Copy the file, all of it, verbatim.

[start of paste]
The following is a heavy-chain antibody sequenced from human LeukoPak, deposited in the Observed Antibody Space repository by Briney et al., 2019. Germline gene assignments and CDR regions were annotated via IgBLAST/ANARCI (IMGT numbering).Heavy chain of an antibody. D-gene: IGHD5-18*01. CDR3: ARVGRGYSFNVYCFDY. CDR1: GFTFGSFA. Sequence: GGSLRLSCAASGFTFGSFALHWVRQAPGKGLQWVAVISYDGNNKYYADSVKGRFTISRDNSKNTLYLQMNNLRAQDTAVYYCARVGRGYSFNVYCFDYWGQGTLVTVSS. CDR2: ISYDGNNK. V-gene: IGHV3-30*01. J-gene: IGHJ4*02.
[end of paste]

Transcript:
The following is a heavy-chain antibody sequenced from human LeukoPak, deposited in the Observed Antibody Space repository by Briney et al., 2019. Germline gene assignments and CDR regions were annotated via IgBLAST/ANARCI (IMGT numbering).Heavy chain of an antibody. D-gene: IGHD5-18*01. CDR3: ARVGRGYSFNVYCFDY. CDR1: GFTFGSFA. Sequence: GGSLRLSCAASGFTFGSFALHWVRQAPGKGLQWVAVISYDGNNKYYADSVKGRFTISRDNSKNTLYLQMNNLRAQDTAVYYCARVGRGYSFNVYCFDYWGQGTLVTVSS. CDR2: ISYDGNNK. V-gene: IGHV3-30*01. J-gene: IGHJ4*02.